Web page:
Erin Starkey:
And that’s such a great model and you’re right because there are entrepreneurs that are certainly capable of starting from the ground and building and then there are those that just may want a little bit of a structure to start with. And so, the fact that you provide that plus it really helps you to be able to scale, to have something that you can scale and its replica applicable across the country. So, that’s a really great way to look at it. Is there anything that you can think of that you wish you would’ve known or information that you felt would’ve been helpful for you to have in the beginning that you just had to do the hard work yourself to figure it out?
Kelly Smith:
I can’t with the straight face really blame anybody here because I did a series of very random, awkward phone calls from the very beginning of having this idea and I thought, micro schools they could work this way and I started calling people. Some of them, I had some connection to, but very quickly I ran out of my personal connections this was just random people that are operating things that I looked at as successful in the education entrepreneurship space. And I just would tell them the idea and then they would give me their honest feedback. They talked about operational complexity, they talked about regulatory requirements and some of the things that the government’s going to want to see, they talked about potential political opposition to change in education, not everybody is actively excited about introducing new approaches.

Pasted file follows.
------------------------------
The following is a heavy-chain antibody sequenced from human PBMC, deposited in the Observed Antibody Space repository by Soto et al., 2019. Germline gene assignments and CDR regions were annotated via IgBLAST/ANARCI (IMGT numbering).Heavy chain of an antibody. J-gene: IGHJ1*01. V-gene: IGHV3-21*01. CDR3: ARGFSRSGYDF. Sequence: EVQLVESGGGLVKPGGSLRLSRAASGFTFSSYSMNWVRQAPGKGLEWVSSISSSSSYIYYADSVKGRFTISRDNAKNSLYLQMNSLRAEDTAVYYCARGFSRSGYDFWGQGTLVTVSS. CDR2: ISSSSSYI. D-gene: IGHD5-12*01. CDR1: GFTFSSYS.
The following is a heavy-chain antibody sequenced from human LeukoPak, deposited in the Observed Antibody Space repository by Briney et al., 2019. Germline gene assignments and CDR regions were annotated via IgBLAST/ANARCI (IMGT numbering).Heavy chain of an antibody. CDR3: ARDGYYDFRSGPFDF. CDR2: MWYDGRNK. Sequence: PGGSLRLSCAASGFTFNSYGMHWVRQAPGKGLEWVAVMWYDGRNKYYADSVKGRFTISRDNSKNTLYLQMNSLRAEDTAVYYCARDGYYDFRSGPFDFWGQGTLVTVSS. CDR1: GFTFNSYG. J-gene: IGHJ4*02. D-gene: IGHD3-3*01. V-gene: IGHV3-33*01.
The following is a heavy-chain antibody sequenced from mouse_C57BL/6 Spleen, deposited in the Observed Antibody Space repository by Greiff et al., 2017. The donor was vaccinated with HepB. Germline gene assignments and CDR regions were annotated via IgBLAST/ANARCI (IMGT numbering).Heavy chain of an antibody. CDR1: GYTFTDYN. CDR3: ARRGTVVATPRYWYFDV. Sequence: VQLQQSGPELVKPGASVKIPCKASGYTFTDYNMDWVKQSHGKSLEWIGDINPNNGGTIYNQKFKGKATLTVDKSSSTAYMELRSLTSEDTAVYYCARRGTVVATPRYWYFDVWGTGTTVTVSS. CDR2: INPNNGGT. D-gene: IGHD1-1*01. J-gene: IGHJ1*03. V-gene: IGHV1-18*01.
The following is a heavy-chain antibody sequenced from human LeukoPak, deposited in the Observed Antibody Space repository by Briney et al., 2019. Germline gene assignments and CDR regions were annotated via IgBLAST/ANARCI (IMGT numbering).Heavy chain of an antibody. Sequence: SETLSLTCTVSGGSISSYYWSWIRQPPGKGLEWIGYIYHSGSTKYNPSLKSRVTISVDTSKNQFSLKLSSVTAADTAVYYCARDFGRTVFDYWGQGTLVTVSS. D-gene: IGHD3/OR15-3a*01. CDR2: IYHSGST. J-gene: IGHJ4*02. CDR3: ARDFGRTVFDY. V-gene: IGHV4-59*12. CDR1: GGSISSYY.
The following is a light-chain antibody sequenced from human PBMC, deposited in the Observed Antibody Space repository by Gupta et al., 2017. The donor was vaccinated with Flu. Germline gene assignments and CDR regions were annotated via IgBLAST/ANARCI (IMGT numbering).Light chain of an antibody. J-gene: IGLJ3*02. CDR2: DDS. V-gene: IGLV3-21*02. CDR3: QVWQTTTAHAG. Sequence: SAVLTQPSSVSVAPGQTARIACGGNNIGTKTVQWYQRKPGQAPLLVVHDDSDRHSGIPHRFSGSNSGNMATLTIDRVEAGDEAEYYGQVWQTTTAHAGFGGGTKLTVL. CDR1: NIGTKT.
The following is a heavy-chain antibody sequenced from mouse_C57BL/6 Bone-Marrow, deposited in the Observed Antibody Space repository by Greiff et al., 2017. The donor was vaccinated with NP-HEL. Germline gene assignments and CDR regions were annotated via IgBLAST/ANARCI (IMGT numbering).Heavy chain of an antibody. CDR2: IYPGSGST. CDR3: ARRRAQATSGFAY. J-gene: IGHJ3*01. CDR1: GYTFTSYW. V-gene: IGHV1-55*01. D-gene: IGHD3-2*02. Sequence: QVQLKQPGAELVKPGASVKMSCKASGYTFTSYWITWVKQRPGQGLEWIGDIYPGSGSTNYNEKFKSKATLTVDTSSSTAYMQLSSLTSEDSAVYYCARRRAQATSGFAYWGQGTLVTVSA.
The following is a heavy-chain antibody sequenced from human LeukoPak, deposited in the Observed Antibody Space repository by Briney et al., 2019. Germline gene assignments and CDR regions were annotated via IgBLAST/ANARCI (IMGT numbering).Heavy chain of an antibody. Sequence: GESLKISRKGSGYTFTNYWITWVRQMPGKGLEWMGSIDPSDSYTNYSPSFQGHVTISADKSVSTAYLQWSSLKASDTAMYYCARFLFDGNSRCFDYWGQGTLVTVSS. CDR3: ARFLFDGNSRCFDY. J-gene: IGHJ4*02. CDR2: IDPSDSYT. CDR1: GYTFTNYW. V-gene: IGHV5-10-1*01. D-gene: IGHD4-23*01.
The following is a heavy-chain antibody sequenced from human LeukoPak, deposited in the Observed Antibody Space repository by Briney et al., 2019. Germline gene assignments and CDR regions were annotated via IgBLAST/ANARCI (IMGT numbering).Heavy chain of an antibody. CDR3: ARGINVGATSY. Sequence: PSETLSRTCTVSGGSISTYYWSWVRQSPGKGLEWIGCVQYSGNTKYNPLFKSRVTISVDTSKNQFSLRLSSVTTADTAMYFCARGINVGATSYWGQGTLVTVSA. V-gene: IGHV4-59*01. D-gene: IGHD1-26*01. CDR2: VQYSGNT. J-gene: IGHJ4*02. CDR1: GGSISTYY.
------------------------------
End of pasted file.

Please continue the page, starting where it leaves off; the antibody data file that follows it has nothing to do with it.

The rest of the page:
Kelly Smith:
So, they pointed these things out and I just for whatever reason, I think I was so excited about the idea that it’s hard for me to hear them. And so, I don’t know on the one hand, should I have taken more seriously? If I had I probably wouldn’t have done it so, I think there’s a level of crazy that’s built into all entrepreneurs that just has to be there. I was grateful for their input and advice and at the same time I’m glad I took it on and I did learn the hard way that they were right. That there are very real challenges to building something like Prenda.